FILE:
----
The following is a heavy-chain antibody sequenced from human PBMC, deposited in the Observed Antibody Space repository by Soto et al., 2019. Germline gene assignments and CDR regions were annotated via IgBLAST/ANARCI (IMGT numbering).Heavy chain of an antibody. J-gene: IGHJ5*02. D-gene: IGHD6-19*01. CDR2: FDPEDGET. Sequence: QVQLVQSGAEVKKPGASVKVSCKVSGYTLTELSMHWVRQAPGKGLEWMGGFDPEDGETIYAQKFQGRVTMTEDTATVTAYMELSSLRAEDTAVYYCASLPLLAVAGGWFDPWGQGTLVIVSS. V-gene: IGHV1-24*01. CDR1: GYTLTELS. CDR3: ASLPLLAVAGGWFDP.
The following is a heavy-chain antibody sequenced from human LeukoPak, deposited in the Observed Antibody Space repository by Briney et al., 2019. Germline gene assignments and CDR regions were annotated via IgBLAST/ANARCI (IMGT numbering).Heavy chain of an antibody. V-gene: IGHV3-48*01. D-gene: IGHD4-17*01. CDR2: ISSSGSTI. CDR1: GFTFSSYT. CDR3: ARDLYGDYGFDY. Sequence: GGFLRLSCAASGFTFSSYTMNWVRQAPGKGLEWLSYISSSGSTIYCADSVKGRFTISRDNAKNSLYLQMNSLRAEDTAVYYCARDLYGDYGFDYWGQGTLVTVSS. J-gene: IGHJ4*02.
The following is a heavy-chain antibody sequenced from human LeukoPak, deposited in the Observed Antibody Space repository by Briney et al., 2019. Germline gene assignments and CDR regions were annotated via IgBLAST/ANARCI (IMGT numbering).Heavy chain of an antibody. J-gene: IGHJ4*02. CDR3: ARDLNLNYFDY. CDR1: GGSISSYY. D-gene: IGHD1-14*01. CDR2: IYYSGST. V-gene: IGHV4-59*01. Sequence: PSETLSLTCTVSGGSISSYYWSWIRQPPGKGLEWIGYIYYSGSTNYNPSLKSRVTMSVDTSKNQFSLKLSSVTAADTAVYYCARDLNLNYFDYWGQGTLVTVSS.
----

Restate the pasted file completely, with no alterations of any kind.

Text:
The following is a heavy-chain antibody sequenced from human PBMC, deposited in the Observed Antibody Space repository by Soto et al., 2019. Germline gene assignments and CDR regions were annotated via IgBLAST/ANARCI (IMGT numbering).Heavy chain of an antibody. J-gene: IGHJ5*02. D-gene: IGHD6-19*01. CDR2: FDPEDGET. Sequence: QVQLVQSGAEVKKPGASVKVSCKVSGYTLTELSMHWVRQAPGKGLEWMGGFDPEDGETIYAQKFQGRVTMTEDTATVTAYMELSSLRAEDTAVYYCASLPLLAVAGGWFDPWGQGTLVIVSS. V-gene: IGHV1-24*01. CDR1: GYTLTELS. CDR3: ASLPLLAVAGGWFDP.
The following is a heavy-chain antibody sequenced from human LeukoPak, deposited in the Observed Antibody Space repository by Briney et al., 2019. Germline gene assignments and CDR regions were annotated via IgBLAST/ANARCI (IMGT numbering).Heavy chain of an antibody. V-gene: IGHV3-48*01. D-gene: IGHD4-17*01. CDR2: ISSSGSTI. CDR1: GFTFSSYT. CDR3: ARDLYGDYGFDY. Sequence: GGFLRLSCAASGFTFSSYTMNWVRQAPGKGLEWLSYISSSGSTIYCADSVKGRFTISRDNAKNSLYLQMNSLRAEDTAVYYCARDLYGDYGFDYWGQGTLVTVSS. J-gene: IGHJ4*02.
The following is a heavy-chain antibody sequenced from human LeukoPak, deposited in the Observed Antibody Space repository by Briney et al., 2019. Germline gene assignments and CDR regions were annotated via IgBLAST/ANARCI (IMGT numbering).Heavy chain of an antibody. J-gene: IGHJ4*02. CDR3: ARDLNLNYFDY. CDR1: GGSISSYY. D-gene: IGHD1-14*01. CDR2: IYYSGST. V-gene: IGHV4-59*01. Sequence: PSETLSLTCTVSGGSISSYYWSWIRQPPGKGLEWIGYIYYSGSTNYNPSLKSRVTMSVDTSKNQFSLKLSSVTAADTAVYYCARDLNLNYFDYWGQGTLVTVSS.